Targeting p21Cip1 highly expressing cells in adipose tissue alleviates insulin resistance in obesity

Insulin resistance is a pathological state often associated with obesity, representing a major risk factor for type 2 diabetes. Limited mechanism-based strategies exist to alleviate insulin resistance. Here, using single-cell transcriptomics, we identify a small, critically important, but previously unexamined cell population, p21Cip1 highly expressing (p21high) cells, which accumulate in adipose tissue with obesity. By leveraging a p21-Cre mouse model, we demonstrate that intermittent clearance of p21high cells can both prevent and alleviate insulin resistance in obese mice.

Exclusive inactivation of the NF-κB pathway within p21high cells, without killing them, attenuates insulin resistance. Moreover, fat transplantation experiments establish that p21high cells within fat are sufficient to cause insulin resistance in vivo. Importantly, a senolytic cocktail, dasatinib plus quercetin, eliminates p21high cells in human fat ex vivo and mitigates insulin resistance following xenotransplantation into immunodeficient mice. Our findings lay the foundation for pursuing the targeting of p21high cells as a new therapy to alleviate insulin resistance.


Females tend to have more mitochondria in their fat cells than males.

Would this affect anything here?

Posted by: Robert Read at November 29th, 2021 2:36 PM

Do you have a reference to that ? More mitochondria usually means better outcomes all else being equal. However, what would be the evolutionary advantage to have such an energy drain ?

Posted by: Cuberat at November 29th, 2021 3:18 PM

...Without treatment, the human fat tissues induced ...
The source tissue comes from humans, so there's a good chance that the same treatment will work in humans, unless we are stumbling on some peculiar effect of the murine immune system to get activated against foreign cells.

It is interesting whether a fisten treatment would have similar benefits.

Posted by: Cuberat at November 29th, 2021 3:20 PM

Will a regular doctor prescribe dasatinib ? is quercitin effective by itself?

Posted by: Steve Beso at November 30th, 2021 8:02 PM

@Steve Beso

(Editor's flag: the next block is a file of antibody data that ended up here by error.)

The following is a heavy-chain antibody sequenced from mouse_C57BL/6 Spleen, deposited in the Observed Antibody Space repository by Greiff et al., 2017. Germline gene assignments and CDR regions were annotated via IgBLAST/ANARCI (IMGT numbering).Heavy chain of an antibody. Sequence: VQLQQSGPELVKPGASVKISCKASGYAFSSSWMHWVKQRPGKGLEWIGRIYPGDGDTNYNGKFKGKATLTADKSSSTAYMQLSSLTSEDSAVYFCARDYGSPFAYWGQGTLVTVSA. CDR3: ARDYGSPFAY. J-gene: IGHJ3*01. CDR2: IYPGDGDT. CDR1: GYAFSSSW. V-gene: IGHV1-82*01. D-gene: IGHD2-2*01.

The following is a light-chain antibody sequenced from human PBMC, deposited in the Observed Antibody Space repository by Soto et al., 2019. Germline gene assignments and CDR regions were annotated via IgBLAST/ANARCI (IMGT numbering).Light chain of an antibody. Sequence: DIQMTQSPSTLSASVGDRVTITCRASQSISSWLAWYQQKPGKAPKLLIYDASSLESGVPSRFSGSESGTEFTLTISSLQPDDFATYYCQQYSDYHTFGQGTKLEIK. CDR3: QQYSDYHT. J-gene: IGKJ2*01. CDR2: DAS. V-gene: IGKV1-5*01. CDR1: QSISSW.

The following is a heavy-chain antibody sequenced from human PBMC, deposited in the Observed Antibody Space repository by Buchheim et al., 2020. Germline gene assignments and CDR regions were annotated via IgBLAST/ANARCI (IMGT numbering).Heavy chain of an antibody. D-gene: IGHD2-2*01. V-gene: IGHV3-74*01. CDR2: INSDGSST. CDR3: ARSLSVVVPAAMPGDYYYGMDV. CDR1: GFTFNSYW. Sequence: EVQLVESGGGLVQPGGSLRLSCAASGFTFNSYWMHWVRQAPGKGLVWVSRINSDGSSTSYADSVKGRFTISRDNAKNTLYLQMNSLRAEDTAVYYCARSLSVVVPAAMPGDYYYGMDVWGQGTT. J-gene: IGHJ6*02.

D is a cancer medicine. So a regular GP will be quite opposed against prescribing it unless consulting with an oncologist. As all chemo drugs it has nasty side effects. Some people,apparently, can tolerate it quite well. But others will not. So it requires quite a leap to prescribe it just to reduce a bit of glucose level, a condition which can be treated with metformin and even diet. Fasting for about 3 days will deplete the glycogen depots and the blood sugar will stay low as long as there's some insulin and some insulin sensitivity.

A lifestyle (diet+expenditure) of net negative calories probably will reduce the blood sugar too.

As for quercetin. On its own it is a good antioxidant, neuro-protector, and not much more. Probably in high doses it might have a weak senolytic action. Also, unless taken with DHSO you will not absorb it, since it has a very poor water solubility.

Posted by: Cuberat at November 30th, 2021 9:29 PM

"Cancer medicine" is a broad term and tends to evoke thoughts of classical chemotherapy agents. While the BCR/ABL tyrosine-kinase inhibitors are not entirely benign, they are also not broadly cytotoxic. For the type of short-term treatment we are talking about the biggest concern is anyone with undiagnosed long QT syndrome or who is on another QT-prolonging medication as dasitinib can lengthen the QT interval. (So, incidentally, can many drugs. There is an entire website database called CredibleMeds to help physicians avoid QT interactions).

Whether you can get it prescribed to you depends on your doctor's frame of mind and your relationship to him or her.

Posted by: Chris at November 30th, 2021 11:40 PM